Tuesday’s inaugural ceremonies, and the events leading to and following it, were history in the making in more ways than one. True, when Barack Obama was sworn in as America’s 44th president, he became the first black man to do so. But it was also a swearing in that included the LGBT community more than ever before.
From the marching bands to the prayer led by Rev. Gene Robinson to gay icon Aretha Franklin’s always astounding performance, the ceremonial events involved LGBTs in a way they never have before.
And how fitting, seeing as though the man who is now our leader, President Barack Obama (feels good to say it, doesn’t it?), is the most inclusive president ever when it comes to LGBT rights and equality for all – at least that’s what he’s said.
A lot of back and forth has happened lately regarding Obama’s views on LGBT rights and his respect for the community. It has caused weeks of infighting over how many cabinet appointments we should have, how angry we should be over Rick Warren being chosen to speak at the inauguration and – the latest outrage – whether or not HBO and the Inaugural Committee’s little “blooper” that resulted in Robinson’s prayer being cut from public view on television really was a mistake, or a calculated attack on LGBT visibility.
But let’s stop and think: Robinson, one of the most controversial gay men of recent religious history, was still chosen to speak. It was a missed opportunity for visibility to those who won’t choose to look him up on YouTube, but whether he aired or not is irrelevant compared to the fact that he still spoke, and it was still very big news.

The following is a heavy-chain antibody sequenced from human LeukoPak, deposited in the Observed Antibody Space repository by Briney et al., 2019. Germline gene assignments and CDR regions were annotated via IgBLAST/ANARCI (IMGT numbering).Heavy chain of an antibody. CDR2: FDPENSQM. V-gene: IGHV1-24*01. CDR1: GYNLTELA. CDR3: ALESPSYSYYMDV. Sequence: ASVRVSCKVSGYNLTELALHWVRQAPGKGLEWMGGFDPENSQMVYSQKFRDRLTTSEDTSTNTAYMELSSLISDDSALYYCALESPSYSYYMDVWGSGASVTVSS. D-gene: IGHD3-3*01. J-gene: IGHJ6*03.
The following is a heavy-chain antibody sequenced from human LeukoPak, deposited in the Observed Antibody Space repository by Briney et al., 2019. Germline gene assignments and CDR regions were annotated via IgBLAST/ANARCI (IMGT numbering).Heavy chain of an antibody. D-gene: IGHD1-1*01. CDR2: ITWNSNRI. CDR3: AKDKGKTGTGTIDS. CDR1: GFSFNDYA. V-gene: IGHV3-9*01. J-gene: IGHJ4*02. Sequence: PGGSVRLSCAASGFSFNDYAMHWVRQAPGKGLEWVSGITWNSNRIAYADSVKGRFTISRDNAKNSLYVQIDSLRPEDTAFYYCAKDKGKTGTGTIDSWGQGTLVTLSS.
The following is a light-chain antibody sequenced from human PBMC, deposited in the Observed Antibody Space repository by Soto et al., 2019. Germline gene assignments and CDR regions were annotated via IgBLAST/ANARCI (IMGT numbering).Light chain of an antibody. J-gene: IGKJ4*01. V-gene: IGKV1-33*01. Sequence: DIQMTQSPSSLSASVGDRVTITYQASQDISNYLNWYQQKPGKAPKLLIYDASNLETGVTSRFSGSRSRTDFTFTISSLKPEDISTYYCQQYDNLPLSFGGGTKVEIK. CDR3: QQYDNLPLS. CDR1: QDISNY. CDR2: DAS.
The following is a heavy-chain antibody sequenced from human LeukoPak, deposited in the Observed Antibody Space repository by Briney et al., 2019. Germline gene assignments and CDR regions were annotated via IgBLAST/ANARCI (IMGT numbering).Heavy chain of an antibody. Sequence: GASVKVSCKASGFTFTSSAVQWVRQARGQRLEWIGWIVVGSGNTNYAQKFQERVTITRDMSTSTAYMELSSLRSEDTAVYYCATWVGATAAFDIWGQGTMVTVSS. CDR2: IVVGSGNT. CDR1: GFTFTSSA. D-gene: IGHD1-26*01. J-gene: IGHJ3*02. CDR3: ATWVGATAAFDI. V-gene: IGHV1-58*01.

That, paired with the appearance of the Washington Gay Men’s Chorus and the other aforementioned queer-pearances, made for a ceremony (as well as a new president) our community could actually celebrate.
Bickering aside, we at Between The Lines think we should all agree that as far as visibility goes, this tipped the scales for us in a way we’ve never seen before. So what next?
Let’s keep it going, of course! It’s obvious that we’re on President Obama’s radar, but it’s going to be our job to keep our voices clear in his head so that as he begins sorting out his tasks for the (hopefully) next eight years, our issues will make the cut – and might even be bumped up on the list.
But let’s be clear: shouting that we’re angry about Rick Warren or whichever anti-gay icon Obama has associated with is not necessarily the best way to be heard. Being clear and vocal about the importance of our issues is. We need to let him know what we care about, which issues are most important and what exactly we want to see happen. Let’s make sure that not only all LGBT voices are heard, but also that mixed messages are retired in favor of one that we can all share. Visibility is important, but clarity of purpose will take us from his eyesight onto his to-do list.